A man who prioritizes status in his relationships, Ben initially doesn’t see the purpose nor fruitfulness of sticking around. That is until he realizes that he could potentially use Abby’s death and her grieving family as the basis for a podcast series depicting rural convictions and Red vs. Blue State ideologies. This could be his “great American novel” — except it’s a podcast. So, Ben sticks around to gather material, with Eloise aiding him in the process remotely.
Vengeance is In Cold Blood for the post-truth era. Novak chews on a lot of fascinating ideas, and it’s a thrill to report most of them are fleshed out enough to work: including, but not limited to, the persistent tussle between intuition and theories as well as recordings promoting inspirations, not people, in the long-run. Just when you fear it starts getting a little too obsessed with making the Texans caricatures, the film leans into the emotion, as well as the crime angle.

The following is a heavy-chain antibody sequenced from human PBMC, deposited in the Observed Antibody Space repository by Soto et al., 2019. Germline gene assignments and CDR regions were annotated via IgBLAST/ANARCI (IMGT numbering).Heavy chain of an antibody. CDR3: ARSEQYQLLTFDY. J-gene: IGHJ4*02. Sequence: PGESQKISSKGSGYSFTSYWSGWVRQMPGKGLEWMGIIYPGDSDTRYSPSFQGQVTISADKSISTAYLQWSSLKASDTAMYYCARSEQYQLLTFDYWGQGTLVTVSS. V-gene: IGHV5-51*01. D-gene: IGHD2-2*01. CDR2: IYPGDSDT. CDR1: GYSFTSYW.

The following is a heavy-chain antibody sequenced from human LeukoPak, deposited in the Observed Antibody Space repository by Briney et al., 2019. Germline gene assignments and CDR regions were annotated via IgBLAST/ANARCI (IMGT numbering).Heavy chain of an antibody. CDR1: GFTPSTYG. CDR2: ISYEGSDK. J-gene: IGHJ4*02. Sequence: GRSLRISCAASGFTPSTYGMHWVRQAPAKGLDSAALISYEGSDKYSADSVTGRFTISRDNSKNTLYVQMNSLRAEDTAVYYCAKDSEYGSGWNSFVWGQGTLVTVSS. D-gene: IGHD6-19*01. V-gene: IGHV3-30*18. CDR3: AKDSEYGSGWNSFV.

An Ashton Kutcher performance is hard to come by these days, so it’s a thrill not only to see him in a movie but also a role as juicy as this one. He plays Quinten Sellers, a low-rent but intellectual record producer, who cut a handful of Abby’s demos, as she was an aspiring singer. It’s Quinten who proposes the idea to Ben that archival recordings, be them audio, video, or textual, are ultimately all we have left of people who have passed. Similar to archaeology, humans cherry-pick what we remember. We recontextualize quotes from movies we haven’t seen or books we haven’t read to fit our personal world-view — until we’re nothing more than an archived soul to the next generation. It’s very Godardian; the French New Wave filmmaker once said that art attracts us by what it reveals of our most secret, or inner, selves. The same pretense is often on display when the Shaw’s dominate the screen.